In a recent interview http://computer.org/computer/thompson.htm,
Ken Thompson (the inventor of Unix) said some unkind things about
Linux. Like many other people, I found this a rather shocking
development. I wrote him a note requesting clarification, and Ken
has graciously given me permission to quote the things he wrote in
our subsequent exchange of views.
The best news, I guess, is that Ken says he didn't intend to
write off Linux itself as simply an anti-Microsoft backlash; what
he was trying to say was that he believes the recent popularity of
Linux in the press is an anything-but-Microsoft phenomenon. He adds
``i very much appreciate the chance to look at available code when
i am faced with the task of interfacing to some nightmare piece of
hardware'' and that ``i think the open software movement (and linux
in particular) is laudable.''
Ken further adds ``i dont see eye-to-eye with microsoft's
business practices.'' His original language was rather stronger and
more entertaining, but he asked me not to quote that in order to
avoid giving Lucent's lawyers heart failure.
The bad news is that Ken still thinks Linux is flaky. I offered
to have VA Linux Labs ship him a machine so he could see what a
properly tuned modern Linux looks like, but he said he couldn't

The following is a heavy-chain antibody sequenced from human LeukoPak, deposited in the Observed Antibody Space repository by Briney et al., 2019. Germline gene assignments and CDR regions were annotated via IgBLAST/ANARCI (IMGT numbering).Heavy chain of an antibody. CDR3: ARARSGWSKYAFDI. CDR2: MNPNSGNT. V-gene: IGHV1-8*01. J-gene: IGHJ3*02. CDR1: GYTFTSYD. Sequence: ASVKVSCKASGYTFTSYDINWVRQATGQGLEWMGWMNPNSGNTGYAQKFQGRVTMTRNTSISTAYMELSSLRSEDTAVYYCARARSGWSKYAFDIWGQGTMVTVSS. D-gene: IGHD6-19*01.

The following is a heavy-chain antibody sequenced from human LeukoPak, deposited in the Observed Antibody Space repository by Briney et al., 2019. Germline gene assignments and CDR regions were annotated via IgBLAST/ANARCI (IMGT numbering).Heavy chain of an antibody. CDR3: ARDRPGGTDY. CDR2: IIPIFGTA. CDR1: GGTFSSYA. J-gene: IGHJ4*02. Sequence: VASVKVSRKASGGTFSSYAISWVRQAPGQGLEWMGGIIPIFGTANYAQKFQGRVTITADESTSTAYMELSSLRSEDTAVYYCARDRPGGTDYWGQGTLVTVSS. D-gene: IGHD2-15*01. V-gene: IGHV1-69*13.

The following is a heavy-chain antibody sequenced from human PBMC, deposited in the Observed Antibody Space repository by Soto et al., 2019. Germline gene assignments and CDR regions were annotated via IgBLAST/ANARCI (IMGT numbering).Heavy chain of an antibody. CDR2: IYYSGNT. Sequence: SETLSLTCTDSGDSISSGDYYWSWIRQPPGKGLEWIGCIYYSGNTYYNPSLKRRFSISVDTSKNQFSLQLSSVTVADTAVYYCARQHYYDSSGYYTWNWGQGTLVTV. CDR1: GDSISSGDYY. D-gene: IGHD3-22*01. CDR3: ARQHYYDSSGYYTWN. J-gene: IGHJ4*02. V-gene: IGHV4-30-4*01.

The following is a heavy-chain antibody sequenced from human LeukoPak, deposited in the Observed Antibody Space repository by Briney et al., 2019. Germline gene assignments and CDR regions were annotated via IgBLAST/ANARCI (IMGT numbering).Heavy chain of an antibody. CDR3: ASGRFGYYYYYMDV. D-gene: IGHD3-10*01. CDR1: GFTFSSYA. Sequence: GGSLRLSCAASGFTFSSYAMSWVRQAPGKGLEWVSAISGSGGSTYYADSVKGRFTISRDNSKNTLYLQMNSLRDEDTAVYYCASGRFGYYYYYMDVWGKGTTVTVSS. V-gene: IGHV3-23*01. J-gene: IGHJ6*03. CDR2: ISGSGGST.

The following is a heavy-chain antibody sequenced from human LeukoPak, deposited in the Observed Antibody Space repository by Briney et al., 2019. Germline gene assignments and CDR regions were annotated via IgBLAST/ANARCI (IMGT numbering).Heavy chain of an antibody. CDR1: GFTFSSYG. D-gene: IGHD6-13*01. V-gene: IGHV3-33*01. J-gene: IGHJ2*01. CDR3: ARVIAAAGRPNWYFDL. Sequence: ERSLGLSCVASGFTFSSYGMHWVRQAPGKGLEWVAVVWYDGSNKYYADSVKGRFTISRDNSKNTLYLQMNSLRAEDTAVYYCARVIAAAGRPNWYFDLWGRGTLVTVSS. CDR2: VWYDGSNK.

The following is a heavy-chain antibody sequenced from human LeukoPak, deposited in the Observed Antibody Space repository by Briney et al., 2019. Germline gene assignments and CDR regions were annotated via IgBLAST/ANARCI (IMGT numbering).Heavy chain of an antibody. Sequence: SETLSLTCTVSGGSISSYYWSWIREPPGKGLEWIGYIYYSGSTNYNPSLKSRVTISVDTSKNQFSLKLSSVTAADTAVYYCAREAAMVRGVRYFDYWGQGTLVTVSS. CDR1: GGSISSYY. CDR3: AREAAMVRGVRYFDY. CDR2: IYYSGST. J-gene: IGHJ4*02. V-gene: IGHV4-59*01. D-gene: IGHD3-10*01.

accept. He adds ``i do believe that in a race, it is naive to think
linux has a hope of making a dent against microsoft starting from
way behind with a fraction of the resources and amateur labor. (i
feel the same about unix.)''
I cited all the case studies and trend curves and statistics
you'd expect me to. He didn't respond directly to those, but I hope
I at least gave him some things to think about.
Ken did finish by saying ``i must say the linux community is a
lot nicer than the unix community. a negative comment on unix would
warrent death threats. with linux, it is like stirring up a nest of
butterflies.'' (Hm. Butterfly T-shirts, anyone?)
Overall, Ken didn't seem hostile or bitter to me, as some people
charged after the interview. He sounded more like somebody who's
had high hopes for his children dashed so many times that he won't
let himself believe that this time might be the charm.
It's up to us to prove him wrong -- and by so doing to prove him
Eric S. Raymond
The whole of the Bill [of Rights] is a declaration of the right of the
people at large or considered as individuals... It establishes some
rights of the individual as unalienable and which consequently, no
majority has a right to deprive them of.
-- Albert Gallatin, Oct 7 1789
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